Virus Lab: South Florida scientists searching for breakthrough in coronavirus fight

(WSVN) - As the number of coronavirus cases increase around the world, right here in South Florida, the race is on to develop a vaccine. Some of the world’s leading virus researchers call our area home. In tonight’s 7 Investigates, Kevin Ozebek takes us into their labs.

In these labs, don’t even think about shaking hands. With the scientists here, it’s elbow bumps only, because right now, they cannot afford to get sick.

Hyeryun Choe, Scripps Research scientist: “Then we cannot work on coronavirus to help people so, yes, we are under stress.”

Hyeryun Choe and her husband, Michael Farzan, are viral infection experts at the Scripps Research Campus in Jupiter.

Michael Farzan, Scripps Research scientist: “We’ve just been working very hard. We’re strongly motivated in a way that we’re not normally motivated.”

They and many of their colleagues dropped what they were doing to focus on fighting the coronavirus. Testing is underway on what they call “engineered antibodies.” They’re man-made proteins that potentially could boost our immune system to better defend against the coronavirus.

The pressure is on to find a breakthrough fast.

Stacey Deloye, Scripps Research: “A month ago, this was an interesting intellectual problem, ‘Oh, there’s a new virus to study,’ but it’s here. It’s in our state, it’s in our country.”

With hundreds of Americans already infected, Scripps scientists are digging through their vault of 14,000 drugs already approved for human consumption. The hope is one of them could ease coronavirus symptoms.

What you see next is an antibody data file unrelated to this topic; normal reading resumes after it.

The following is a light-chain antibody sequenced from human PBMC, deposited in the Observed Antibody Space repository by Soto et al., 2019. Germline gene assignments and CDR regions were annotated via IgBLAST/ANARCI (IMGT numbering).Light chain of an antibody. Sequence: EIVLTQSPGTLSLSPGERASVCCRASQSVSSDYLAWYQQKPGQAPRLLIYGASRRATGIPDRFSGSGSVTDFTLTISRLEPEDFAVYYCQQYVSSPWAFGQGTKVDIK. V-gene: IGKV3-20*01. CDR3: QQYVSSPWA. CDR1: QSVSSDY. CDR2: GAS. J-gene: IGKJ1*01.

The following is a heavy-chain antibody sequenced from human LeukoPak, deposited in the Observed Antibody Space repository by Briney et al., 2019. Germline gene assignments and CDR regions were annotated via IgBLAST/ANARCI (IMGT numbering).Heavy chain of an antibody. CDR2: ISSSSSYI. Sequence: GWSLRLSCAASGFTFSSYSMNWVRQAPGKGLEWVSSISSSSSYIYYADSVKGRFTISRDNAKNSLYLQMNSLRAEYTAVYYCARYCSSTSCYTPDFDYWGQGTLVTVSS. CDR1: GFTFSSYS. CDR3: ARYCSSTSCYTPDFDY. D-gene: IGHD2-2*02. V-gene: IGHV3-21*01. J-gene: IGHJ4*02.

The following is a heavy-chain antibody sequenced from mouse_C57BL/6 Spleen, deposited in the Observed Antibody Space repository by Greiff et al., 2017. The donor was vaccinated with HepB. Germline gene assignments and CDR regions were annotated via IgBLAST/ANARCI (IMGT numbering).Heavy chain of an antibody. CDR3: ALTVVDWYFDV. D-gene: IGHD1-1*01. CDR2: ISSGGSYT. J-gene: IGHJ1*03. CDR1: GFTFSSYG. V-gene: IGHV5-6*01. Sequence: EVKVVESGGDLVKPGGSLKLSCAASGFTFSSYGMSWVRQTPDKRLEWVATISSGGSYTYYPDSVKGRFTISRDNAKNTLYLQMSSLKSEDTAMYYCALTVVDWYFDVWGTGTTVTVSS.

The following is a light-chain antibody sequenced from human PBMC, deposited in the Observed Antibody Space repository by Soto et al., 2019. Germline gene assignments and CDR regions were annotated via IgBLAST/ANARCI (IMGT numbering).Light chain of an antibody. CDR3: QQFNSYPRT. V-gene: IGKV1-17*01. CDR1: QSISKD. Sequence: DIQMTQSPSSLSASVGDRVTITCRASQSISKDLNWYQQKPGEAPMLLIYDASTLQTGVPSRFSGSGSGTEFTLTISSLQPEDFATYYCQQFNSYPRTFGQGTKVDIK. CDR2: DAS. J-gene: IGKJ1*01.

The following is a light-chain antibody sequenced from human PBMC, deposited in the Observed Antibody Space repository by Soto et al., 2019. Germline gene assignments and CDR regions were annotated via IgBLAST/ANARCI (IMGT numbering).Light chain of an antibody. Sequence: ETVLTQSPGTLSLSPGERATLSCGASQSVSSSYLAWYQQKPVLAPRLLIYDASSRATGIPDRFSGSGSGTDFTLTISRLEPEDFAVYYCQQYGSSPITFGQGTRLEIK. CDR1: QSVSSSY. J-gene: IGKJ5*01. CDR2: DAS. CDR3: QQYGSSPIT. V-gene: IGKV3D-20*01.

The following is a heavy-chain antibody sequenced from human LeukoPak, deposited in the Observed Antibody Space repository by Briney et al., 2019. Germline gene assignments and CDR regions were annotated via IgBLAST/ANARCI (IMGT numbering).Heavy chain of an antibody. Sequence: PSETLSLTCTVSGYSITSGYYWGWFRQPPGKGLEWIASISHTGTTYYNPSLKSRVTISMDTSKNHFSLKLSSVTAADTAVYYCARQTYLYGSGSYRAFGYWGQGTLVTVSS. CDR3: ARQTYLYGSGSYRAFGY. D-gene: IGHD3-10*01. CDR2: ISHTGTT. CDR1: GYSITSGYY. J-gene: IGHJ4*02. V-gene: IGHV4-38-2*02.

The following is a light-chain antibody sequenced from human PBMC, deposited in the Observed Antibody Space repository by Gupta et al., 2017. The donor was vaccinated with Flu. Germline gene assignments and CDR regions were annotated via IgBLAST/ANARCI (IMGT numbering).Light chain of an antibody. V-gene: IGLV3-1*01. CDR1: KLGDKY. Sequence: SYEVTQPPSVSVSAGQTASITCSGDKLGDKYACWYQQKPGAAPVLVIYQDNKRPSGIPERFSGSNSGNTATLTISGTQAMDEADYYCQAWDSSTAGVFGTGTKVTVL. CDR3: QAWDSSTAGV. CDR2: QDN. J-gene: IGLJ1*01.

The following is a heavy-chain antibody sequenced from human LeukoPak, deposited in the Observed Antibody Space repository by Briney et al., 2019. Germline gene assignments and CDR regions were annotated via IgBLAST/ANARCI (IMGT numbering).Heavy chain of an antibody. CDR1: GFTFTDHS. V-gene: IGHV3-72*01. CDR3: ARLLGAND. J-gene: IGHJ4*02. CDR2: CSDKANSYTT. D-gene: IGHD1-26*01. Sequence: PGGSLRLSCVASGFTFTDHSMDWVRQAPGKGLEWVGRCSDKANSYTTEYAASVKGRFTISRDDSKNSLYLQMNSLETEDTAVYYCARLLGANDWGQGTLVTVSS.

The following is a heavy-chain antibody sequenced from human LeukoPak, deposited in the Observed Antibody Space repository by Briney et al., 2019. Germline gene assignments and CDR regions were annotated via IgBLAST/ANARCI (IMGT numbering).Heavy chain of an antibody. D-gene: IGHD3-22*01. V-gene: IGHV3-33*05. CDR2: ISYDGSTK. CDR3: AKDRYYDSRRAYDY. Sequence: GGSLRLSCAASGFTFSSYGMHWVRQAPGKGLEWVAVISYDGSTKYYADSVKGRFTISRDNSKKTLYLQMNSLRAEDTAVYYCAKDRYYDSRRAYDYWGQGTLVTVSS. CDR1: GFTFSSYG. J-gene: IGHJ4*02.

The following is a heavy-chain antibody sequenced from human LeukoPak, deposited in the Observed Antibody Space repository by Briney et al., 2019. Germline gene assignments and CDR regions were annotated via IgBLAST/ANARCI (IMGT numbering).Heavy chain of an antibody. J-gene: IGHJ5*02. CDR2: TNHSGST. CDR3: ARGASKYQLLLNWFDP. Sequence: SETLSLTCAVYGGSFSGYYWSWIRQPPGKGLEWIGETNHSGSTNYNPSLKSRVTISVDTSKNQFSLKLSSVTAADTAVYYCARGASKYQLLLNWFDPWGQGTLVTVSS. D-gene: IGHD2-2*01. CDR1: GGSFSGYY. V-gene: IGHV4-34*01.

Other specialists are zeroing in on a protein that sits on top of the virus.

Michael Farzan: “There’s a protein on the virus whose job is to move the virus into your cells. That protein is the most important target for a vaccine.”

There are now about 100 scientists at Scripps Research labs doing work relating to the coronavirus. Some of them are chemists. Others are biologists. To find a vaccine, they say it is crucial their fields come together.

Stacey Deloye: “Making vaccines requires many different disciplines. Everything we do is blended. Biochemistry, the concept of biochemistry was kind of invented at Scripps Research.”

Because these are the best minds in the best equipped labs, the weight of the world is now on these researchers.

Hyeryun Choe: “They work day and night. They just go home to sleep and come back.”

Michael Farzan: “I couldn’t be prouder of the people who are working like crazy here.”

But in this line of work, it’s not effort that counts. It’s formulating vaccines, drugs and treatments that work when the world needs it the most.

Michael Farzan: “I want to help people. I wish I could stop all infectious diseases.”

And that’s what these South Florida scientists are determined to find.

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